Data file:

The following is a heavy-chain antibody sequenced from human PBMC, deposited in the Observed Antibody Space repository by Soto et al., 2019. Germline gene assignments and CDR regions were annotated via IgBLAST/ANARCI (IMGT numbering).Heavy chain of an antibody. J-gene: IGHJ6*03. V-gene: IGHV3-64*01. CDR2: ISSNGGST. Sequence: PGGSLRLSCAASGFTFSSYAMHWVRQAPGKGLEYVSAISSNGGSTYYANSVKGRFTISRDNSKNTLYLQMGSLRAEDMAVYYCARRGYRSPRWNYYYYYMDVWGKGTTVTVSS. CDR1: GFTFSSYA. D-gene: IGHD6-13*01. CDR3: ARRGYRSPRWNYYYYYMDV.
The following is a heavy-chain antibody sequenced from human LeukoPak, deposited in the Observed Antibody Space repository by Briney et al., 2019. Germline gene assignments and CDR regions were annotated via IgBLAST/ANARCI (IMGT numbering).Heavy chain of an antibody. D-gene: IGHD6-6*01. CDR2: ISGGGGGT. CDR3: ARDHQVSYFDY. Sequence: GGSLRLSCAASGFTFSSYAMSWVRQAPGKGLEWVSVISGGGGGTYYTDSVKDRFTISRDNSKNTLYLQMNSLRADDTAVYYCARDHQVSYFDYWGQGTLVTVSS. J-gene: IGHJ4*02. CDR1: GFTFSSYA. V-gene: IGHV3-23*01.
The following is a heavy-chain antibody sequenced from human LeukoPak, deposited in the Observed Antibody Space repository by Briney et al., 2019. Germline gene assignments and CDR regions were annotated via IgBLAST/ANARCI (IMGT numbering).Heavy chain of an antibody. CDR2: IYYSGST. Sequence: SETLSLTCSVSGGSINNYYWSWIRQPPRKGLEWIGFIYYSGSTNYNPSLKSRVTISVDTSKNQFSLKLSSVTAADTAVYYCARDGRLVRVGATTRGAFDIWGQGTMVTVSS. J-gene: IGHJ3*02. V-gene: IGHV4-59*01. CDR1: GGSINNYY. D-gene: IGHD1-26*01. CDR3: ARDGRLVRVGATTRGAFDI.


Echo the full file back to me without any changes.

The following is a heavy-chain antibody sequenced from human PBMC, deposited in the Observed Antibody Space repository by Soto et al., 2019. Germline gene assignments and CDR regions were annotated via IgBLAST/ANARCI (IMGT numbering).Heavy chain of an antibody. J-gene: IGHJ6*03. V-gene: IGHV3-64*01. CDR2: ISSNGGST. Sequence: PGGSLRLSCAASGFTFSSYAMHWVRQAPGKGLEYVSAISSNGGSTYYANSVKGRFTISRDNSKNTLYLQMGSLRAEDMAVYYCARRGYRSPRWNYYYYYMDVWGKGTTVTVSS. CDR1: GFTFSSYA. D-gene: IGHD6-13*01. CDR3: ARRGYRSPRWNYYYYYMDV.
The following is a heavy-chain antibody sequenced from human LeukoPak, deposited in the Observed Antibody Space repository by Briney et al., 2019. Germline gene assignments and CDR regions were annotated via IgBLAST/ANARCI (IMGT numbering).Heavy chain of an antibody. D-gene: IGHD6-6*01. CDR2: ISGGGGGT. CDR3: ARDHQVSYFDY. Sequence: GGSLRLSCAASGFTFSSYAMSWVRQAPGKGLEWVSVISGGGGGTYYTDSVKDRFTISRDNSKNTLYLQMNSLRADDTAVYYCARDHQVSYFDYWGQGTLVTVSS. J-gene: IGHJ4*02. CDR1: GFTFSSYA. V-gene: IGHV3-23*01.
The following is a heavy-chain antibody sequenced from human LeukoPak, deposited in the Observed Antibody Space repository by Briney et al., 2019. Germline gene assignments and CDR regions were annotated via IgBLAST/ANARCI (IMGT numbering).Heavy chain of an antibody. CDR2: IYYSGST. Sequence: SETLSLTCSVSGGSINNYYWSWIRQPPRKGLEWIGFIYYSGSTNYNPSLKSRVTISVDTSKNQFSLKLSSVTAADTAVYYCARDGRLVRVGATTRGAFDIWGQGTMVTVSS. J-gene: IGHJ3*02. V-gene: IGHV4-59*01. CDR1: GGSINNYY. D-gene: IGHD1-26*01. CDR3: ARDGRLVRVGATTRGAFDI.